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Crucial Fact

  • His favourite word is health.

Conservative MP for Oshawa (Ontario)

Won his last election, in 2015, with 38% of the vote.

Statements in the House

Canada Pension Plan October 24th, 2016

Mr. Speaker, my colleague has really defined the problem.

I have been listening to the speeches in the House today, and they are saying that retired single females are having a real problem. Well, my colleague explained really well that what the Liberals are trying to do is not going to help anybody who is suffering today.

The challenge I am hearing with the youth in my community who are looking for jobs is that they do not trust the government to look after their savings moving forward. With the way things are going right now, with the job losses, especially out west, and in manufacturing in my community, they want to know what the solution is for the government moving forward. Is it going to end up devaluing people's savings and investments in real estate?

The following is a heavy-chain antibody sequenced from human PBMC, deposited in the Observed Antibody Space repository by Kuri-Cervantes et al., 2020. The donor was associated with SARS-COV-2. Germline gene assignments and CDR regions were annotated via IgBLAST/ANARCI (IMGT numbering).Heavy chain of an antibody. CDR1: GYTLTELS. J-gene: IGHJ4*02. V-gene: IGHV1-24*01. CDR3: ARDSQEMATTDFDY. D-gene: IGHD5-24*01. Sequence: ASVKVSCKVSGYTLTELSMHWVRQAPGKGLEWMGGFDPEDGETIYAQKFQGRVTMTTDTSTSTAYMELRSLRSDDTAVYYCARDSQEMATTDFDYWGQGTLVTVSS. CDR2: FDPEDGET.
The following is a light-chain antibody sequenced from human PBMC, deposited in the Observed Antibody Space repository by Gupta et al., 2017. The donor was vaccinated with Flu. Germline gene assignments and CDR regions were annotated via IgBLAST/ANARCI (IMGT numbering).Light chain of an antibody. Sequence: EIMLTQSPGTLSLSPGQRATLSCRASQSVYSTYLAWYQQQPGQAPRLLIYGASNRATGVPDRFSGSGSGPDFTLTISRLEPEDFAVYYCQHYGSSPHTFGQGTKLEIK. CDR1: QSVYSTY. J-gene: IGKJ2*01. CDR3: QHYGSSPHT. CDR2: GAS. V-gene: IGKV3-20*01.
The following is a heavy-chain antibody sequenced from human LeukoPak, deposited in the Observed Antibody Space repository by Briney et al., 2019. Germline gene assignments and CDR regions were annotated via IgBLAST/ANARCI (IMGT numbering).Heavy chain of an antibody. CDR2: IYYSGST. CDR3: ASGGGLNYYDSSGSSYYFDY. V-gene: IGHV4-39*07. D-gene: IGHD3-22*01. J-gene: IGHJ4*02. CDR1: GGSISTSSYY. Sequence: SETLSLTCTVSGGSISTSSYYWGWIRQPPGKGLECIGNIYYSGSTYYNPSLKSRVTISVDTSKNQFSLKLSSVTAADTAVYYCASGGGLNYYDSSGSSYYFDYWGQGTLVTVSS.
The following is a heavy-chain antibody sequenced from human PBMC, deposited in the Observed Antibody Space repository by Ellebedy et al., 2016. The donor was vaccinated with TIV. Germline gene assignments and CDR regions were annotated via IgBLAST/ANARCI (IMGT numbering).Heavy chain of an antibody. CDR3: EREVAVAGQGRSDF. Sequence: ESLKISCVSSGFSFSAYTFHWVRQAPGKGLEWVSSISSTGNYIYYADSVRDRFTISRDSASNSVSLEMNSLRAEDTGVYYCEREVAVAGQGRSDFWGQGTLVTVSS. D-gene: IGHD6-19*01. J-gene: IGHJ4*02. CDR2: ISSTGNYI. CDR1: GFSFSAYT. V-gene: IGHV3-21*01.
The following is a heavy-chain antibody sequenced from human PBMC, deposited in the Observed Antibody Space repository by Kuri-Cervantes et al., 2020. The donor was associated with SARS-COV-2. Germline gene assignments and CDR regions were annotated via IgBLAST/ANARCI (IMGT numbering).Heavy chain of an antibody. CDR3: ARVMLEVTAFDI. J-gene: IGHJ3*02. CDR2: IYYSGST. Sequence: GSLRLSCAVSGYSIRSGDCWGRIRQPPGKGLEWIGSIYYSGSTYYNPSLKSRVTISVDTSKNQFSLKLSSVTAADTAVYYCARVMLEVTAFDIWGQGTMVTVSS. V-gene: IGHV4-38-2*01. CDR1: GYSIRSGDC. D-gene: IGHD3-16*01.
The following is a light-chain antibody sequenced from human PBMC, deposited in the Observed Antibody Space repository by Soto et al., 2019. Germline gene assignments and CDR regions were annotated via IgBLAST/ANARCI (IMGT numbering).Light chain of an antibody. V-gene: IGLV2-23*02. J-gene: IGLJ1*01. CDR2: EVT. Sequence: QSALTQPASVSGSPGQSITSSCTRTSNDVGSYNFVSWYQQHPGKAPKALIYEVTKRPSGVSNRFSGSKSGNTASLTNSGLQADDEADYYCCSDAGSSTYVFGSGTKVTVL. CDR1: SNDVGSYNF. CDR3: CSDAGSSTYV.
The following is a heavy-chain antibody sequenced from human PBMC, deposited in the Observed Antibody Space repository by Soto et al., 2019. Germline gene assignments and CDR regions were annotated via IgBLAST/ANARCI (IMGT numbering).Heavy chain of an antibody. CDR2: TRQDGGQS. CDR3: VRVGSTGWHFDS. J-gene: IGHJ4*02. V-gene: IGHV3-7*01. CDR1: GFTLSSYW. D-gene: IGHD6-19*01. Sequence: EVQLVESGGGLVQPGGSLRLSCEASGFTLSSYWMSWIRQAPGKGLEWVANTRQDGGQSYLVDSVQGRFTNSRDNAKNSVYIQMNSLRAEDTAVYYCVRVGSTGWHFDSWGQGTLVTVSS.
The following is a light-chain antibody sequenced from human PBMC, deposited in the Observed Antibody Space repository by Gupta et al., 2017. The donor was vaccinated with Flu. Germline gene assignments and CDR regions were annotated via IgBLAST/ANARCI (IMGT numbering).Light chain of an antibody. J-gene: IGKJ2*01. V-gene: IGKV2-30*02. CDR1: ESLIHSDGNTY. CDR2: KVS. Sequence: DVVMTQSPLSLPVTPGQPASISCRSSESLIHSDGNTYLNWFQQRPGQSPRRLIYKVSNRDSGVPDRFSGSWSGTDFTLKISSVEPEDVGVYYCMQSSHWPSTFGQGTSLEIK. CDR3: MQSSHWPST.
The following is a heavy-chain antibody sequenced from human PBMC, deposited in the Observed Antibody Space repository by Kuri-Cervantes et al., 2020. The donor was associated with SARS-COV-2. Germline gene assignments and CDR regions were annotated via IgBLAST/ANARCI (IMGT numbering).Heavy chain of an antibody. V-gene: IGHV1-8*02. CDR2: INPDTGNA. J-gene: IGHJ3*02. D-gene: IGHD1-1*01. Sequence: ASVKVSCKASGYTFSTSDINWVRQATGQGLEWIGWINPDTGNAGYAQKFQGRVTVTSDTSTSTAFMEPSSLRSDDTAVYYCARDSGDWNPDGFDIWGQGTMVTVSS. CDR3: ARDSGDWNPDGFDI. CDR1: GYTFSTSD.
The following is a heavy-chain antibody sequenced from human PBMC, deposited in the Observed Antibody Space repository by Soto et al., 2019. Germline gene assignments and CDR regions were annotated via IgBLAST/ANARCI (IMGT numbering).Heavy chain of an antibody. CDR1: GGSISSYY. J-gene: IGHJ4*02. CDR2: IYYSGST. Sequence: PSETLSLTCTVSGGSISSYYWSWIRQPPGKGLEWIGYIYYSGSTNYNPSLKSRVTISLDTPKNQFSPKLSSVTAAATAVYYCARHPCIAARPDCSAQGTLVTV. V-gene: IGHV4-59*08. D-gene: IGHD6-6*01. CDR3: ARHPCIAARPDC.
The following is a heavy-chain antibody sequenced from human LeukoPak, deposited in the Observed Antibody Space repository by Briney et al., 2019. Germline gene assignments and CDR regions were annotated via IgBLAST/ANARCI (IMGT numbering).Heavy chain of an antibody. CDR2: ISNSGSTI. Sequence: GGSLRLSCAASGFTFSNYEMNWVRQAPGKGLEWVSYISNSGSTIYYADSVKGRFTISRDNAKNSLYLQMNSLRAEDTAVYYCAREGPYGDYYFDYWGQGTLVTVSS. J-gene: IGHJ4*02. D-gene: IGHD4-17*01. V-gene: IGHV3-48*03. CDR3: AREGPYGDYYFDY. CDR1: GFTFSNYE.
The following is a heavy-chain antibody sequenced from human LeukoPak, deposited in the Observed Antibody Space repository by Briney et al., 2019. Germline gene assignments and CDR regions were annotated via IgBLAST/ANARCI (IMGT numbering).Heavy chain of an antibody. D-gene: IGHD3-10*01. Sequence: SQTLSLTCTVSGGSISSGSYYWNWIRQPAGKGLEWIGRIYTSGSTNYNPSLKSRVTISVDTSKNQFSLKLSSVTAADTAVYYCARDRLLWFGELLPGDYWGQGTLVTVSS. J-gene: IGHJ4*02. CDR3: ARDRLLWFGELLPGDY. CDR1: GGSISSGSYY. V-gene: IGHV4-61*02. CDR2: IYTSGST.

I want to talk to my colleague about an issue that is being missed by the Liberals and the NDP. It is about competitiveness and how this incrementalism that is being put forward in government policy is affecting our competitiveness, especially in Oshawa and for manufacturing, whether it is the highest rates for electricity in North America that we suffer from in Ontario, or this carbon tax that the government is bringing in, or now with the increase in payroll taxes.

Could the member explain to the NDP and Liberal members why this is so harmful to attracting new business to our country, when countries that we compete with do not have these burdens?

Canada Pension Plan October 24th, 2016

Mr. Speaker, I thank my colleague from Drummond for his good work. I have had an opportunity to work with him in the past in committee, and I know he is very passionate about these issues.

My question for him today is regarding the following. As the Liberals move forward with these changes to the CPP, he mentioned that they really are not doing anything for seniors.

One of the challenges I have in my community, a manufacturing community in Ontario, is that we are seeing some government policy changes that are really starting to affect our competitiveness. We have in Ontario the highest electricity rates in North America. We are seeing that affecting our manufacturers. We have lost 300,000 manufacturing jobs.